You are correct, my apologies, I sometimes get LPS and MERS confused. The story is the same though. I recall that LPS’s forgery division was called DocX – they even had sample forged documents on their website to entice bank attorneys to use their services. They of course shut that all down once people started to become aware of what they were doing. For anyone interested in discovering more of the chicanery LPS gets up to here is a long quote from a nakedcapitalism piece on a lawsuit against LPS:
But the new and more troubling material is the mess LPS has made of bank records. LPS employees were given password controlled access to borrower payment records and could and did alter those accounts. These passwords were routinely and widely shared, in contravention of good practice. And since everything at LPS was organized around maximizing throughput rather than doing anything correctly, the errors were widespread:
LPS employees were rewarded for their speed, and this resulted in the violation of security protocols and significant and pervasive errors in the default services that they were providing (e.g., the application of mortgage payments to incorrect accounts). Even when these problems were discovered by the Company’s internal auditors, LPS swept them under the rug. Indeed, LPS knowingly concealed errors in files from clients, network attorneys, and courts to keep clients happy and to ensure that a finger could not be pointed at LPS.
Now consider the question of the integrity of borrower records. Because LPS was so casual about password control, a large number of employees could and did:
….access mortgage records of borrowers and alter them by changing entries, reversing transactions, adding transactions, and moving funds in and out of suspense accounts.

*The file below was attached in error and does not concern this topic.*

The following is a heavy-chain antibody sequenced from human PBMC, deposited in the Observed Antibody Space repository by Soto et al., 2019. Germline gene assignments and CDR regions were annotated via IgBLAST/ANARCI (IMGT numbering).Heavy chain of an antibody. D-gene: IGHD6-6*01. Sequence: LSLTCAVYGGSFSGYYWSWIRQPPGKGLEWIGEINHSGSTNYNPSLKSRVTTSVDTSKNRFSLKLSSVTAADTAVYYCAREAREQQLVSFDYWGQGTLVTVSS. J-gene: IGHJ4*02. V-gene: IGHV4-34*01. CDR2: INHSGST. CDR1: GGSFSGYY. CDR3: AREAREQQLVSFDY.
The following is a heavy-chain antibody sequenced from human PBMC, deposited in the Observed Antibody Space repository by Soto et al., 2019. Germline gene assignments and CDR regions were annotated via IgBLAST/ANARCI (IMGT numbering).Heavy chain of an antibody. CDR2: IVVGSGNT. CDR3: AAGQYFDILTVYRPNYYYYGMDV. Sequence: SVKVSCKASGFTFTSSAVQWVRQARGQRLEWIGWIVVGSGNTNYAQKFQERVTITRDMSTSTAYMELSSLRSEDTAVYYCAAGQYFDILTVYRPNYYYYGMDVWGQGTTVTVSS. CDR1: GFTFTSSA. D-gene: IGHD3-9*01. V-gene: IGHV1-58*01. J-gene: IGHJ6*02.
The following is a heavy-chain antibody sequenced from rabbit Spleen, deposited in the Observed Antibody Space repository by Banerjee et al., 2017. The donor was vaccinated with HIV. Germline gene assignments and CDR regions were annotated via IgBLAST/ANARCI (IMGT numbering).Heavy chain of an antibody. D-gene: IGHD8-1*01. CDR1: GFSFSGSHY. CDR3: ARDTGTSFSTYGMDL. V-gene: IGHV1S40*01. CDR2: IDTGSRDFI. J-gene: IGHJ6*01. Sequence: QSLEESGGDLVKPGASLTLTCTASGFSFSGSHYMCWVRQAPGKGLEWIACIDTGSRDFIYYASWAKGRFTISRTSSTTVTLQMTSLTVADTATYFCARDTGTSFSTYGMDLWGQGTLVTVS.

And the company was not terribly concerned about accuracy:
There was a huge volume of ledgers that had to be created and problems in loan files that had to be researched and unraveled by CW [Confidential Witness] 16 and his colleagues. These problems included, among others, missing payments, misapplied payments from other loan files, and payments that should have been attributed to other loans…
CW16 stated that they were “only allowed to look at an issue for two minutes, or five minutes tops.” His supervisors and managers did not want CW16 and his fellow employees to spend time on any loan unless it was incredibly complex. However, they frequently could not finish it within five minutes. According to CW16 “a lot of people didn’t understand the financial side and just winged it.
CW16 estimated that 20% of the motions for relief of stay (a filing to allow the bank to foreclose even though the borrower is in a Chapter 13 bankruptcy) were incorrect. This is markedly above the 10% level mentioned by the US Trustee in a Gretchen Morgenson article last weekend (although his comment could be read to allow for even higher rates).
If you think this is bad, the level of errors in borrower files is worse:
According to CW16, on top of the 20% of files with phantom referrals, approximately another 35% of files had some problems in them. Those problems varied, and included among others, an ARM that had improperly adjusted up, a failure to properly account for a borrower’s principal and interest payments, and a failure to properly attribute payments between pre-petition and post-petition that led the banks to try to collect pre-petition obligations they were not permitted to pursue.
Note that the nature of these errors is serious, and from what we’ve seen in various lawsuits and in the press, the numbers are often large, and that’s consistent with the US Trustee’s findings."
Read more at http://www.nakedcapitalism.com/2011/05/former-lps-employees-allege-30-to-78-error-rate-in-borrower-mortgage-records-contradicting-bankerregulator-cover-up.html#ouZ0LAL1g2X2qsl2.99